So what can we do to reduce (not eliminate — that is unlikely) bias? For one thing, keep an open mind — no matter what you think, realize that there might be another way. To rattle off a couple of clichés, “there’s more than one way to skin a cat*,” and “minds are like parachutes — they only work when they’re open.” Empathy often goes a long way as well. Put yourself in someone else’s shoes — what would this person think if you were in his or her position? I’ve often found that this approach makes me more successful professionally; it improves my work quality, and it brings projects to a better conclusion. Effective communication (another topic for another time) is crucial here; it adjusts your thought process and helps you to achieve that end.

(*I like cats — I have two of my own — so I tend to not like this saying.)

I would also think about what could happen with a decision. There are some decisions that are okay to make with your heart — proposing to your significant other, for example — but there’s also something to be said about listing the pros and cons of a decision. Do the benefits outweigh the issues? Can you live with the consequences if something goes wrong? And so on it goes.

Making decisions is hard to do — this is why managers often get paid the big bucks. If you’re able to minimize the amount of bias that goes into your decision-making, chances are you’ll do alright.

(And by the way… GO ORANGE!!!)

Think spam calls aren’t a big deal? Think again

We all get them.

There’s a message on your voicemail saying “we’ve been trying to reach you about your warranty” or “we’ve detected problems with your computer.” They’re full of crap, and you know it. You figure that they’re mere annoyances. You don’t answer the phone anymore, or you’ve installed a spam filter on your phone (disclosure: I’ve done both of these). If it’s important, let them leave a message. Just ignore them. Not a big deal.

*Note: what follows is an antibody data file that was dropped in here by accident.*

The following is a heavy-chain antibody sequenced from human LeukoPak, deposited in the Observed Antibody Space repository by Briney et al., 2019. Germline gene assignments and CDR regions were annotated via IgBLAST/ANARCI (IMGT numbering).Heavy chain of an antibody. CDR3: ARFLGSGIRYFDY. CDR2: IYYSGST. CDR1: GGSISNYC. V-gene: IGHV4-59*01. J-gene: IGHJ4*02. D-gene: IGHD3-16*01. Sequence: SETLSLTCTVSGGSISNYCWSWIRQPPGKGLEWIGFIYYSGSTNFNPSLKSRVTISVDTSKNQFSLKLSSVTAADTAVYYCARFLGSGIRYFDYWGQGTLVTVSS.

I’ve personally discovered that it is a big deal. They are not only disruptive, they are potentially dangerous. And I have some stories to explain how they’re dangerous.

I’ll start with one that’s not necessarily dangerous, but it did disrupt something important. I recently had an email exchange from someone asking me for my personal info for tax reasons. This was a legitimate exchange; this was NOT spam. I called and left her a message. A couple of weeks later, I received an email saying, “I’m still waiting to hear back from you.” I responded with, “did you not get my message?” It turned out that she did not recognize my phone number and deleted the message. This was an important, time-sensitive message that could have caused problems if we had not resolved it.

Another incident happened a few months ago (and unlike the above story, this one was dangerous). I’m purposely keeping this vague for privacy reasons, but here’s the gist of it: one day, I received multiple phone calls from a number I did not recognize. Of course, I ignored them as spam. They did not leave a message. I later received a phone call from the hospital. It turned out that those calls were from EMS regarding someone who had me listed as the emergency contact, informing me that this person had to go to the hospital. Unlike the previous story, this was a situation that was dangerous and could have had disastrous consequences. (As it turned out, it ended well, and the crisis was averted, but it could have ended up much worse. I could argue that EMS should have left messages, but I digress.)

I could list several more stories, but by now, I think you have the idea.